US Reduces Pollution From Power Plants

  • Author: ChemistryViews
  • Published: 17 March 2011
  • Source / Publisher: U.S. Environmental Protection Agency (EPA)
thumbnail image: US Reduces Pollution From Power Plants

In response to a court deadline, the U.S. Environmental Protection Agency (EPA) proposed the first-ever national standards for mercury, arsenic and other toxic air pollution from power plants.

The new standards eliminate 20 years of uncertainty across industry and would require many power plants to install widely available, proven pollution control technologies. This is said to provide employment for thousands, by supporting 31,000 short-term construction jobs and 9,000 long-term utility jobs with public health and economic benefits far outweighing costs of implementation.

Currently, more than half of all coal-fired power plants already deploy the widely available pollution-control technologies that allow them to meet these important standards. The remaining approx. 41 % have four years to meet the standards.

Power plants are the largest remaining source of several toxic air pollutants — responsible for half of mercury and more than half of acid gas emissions in the United States. In the power sector alone, coal-fired power plants are responsible for 99 % of mercury emissions.

Health Efffects
Toxic air pollutants like mercury from coal- and oil-fired power plants have been shown to cause neurological damage, including lower IQ, in children exposed in the womb and during early development. Emissions of toxic metals such as arsenic, chromium and nickel are linked with cancer. Mercury and many of the other toxic pollutants damage the environment and pollute lakes, streams, and fish. The fine particle pollution causes premature death, heart disease, workdays lost to illness and asthma.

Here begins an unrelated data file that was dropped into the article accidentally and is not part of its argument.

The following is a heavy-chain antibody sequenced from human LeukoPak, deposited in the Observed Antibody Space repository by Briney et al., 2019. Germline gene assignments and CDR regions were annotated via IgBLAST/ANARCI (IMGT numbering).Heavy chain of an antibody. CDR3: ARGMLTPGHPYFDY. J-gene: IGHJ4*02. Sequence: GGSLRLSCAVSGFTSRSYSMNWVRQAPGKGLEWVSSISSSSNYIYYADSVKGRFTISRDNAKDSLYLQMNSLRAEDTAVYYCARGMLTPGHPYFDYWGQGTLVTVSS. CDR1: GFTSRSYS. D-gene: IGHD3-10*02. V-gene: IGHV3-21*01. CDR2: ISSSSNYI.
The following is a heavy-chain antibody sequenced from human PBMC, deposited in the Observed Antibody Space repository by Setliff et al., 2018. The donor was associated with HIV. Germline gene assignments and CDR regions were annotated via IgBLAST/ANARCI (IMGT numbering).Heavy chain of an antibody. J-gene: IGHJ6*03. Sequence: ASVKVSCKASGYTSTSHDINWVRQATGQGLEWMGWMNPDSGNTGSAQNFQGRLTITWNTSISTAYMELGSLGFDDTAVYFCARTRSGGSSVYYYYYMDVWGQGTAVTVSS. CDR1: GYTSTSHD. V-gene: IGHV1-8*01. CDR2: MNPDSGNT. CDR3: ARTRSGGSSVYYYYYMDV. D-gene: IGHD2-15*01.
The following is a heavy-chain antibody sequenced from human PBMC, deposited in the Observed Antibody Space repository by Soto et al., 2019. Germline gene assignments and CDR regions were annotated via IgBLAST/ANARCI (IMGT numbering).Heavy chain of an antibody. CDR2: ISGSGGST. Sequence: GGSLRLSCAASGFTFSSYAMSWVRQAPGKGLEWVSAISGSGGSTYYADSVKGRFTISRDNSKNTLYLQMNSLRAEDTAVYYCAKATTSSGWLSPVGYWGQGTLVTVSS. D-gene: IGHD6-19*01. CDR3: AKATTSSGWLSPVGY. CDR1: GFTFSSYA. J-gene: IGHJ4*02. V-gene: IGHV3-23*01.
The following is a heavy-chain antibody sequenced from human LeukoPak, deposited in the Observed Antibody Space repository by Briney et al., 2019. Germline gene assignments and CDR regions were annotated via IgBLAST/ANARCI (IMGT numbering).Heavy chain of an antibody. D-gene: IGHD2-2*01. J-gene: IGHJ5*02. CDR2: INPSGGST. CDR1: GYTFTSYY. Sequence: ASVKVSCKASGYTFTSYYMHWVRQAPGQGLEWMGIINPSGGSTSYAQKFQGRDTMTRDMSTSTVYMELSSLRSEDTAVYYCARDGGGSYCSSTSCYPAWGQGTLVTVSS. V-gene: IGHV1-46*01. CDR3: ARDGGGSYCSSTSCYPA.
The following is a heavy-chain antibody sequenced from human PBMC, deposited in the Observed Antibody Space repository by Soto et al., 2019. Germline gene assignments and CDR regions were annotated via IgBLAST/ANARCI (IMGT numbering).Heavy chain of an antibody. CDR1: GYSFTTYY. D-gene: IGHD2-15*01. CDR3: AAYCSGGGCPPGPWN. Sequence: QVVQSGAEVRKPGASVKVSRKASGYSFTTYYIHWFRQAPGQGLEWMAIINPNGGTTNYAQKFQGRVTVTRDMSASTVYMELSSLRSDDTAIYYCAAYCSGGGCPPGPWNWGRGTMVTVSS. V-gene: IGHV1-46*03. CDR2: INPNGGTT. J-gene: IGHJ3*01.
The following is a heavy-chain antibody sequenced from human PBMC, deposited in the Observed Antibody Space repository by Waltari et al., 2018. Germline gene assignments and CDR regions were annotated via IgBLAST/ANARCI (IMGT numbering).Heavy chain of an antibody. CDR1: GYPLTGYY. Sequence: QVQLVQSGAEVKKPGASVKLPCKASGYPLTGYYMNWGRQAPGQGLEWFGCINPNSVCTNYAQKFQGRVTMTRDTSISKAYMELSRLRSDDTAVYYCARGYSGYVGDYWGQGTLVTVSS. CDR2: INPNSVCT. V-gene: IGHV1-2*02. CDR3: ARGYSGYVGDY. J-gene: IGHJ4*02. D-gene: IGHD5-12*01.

EPA estimates that for every dollar spent to reduce pollution from power plants, the American public and American businesses will see up to $13 in health and economic benefits. The total health and economic benefits of the new standard are estimated to be as much as $140 billion annually, as the proposed standards will prevent as many as 17,000 premature deaths and 11,000 heart attacks a year, provide particular health benefits for children, preventing 120,000 cases of childhood asthma symptoms and about 11,000 fewer cases of acute bronchitis among children each year. They would also avert more than 12,000 emergency room visits and hospital admissions and 850,000 fewer days of work missed due to illness.

Image (C) Corbis Images

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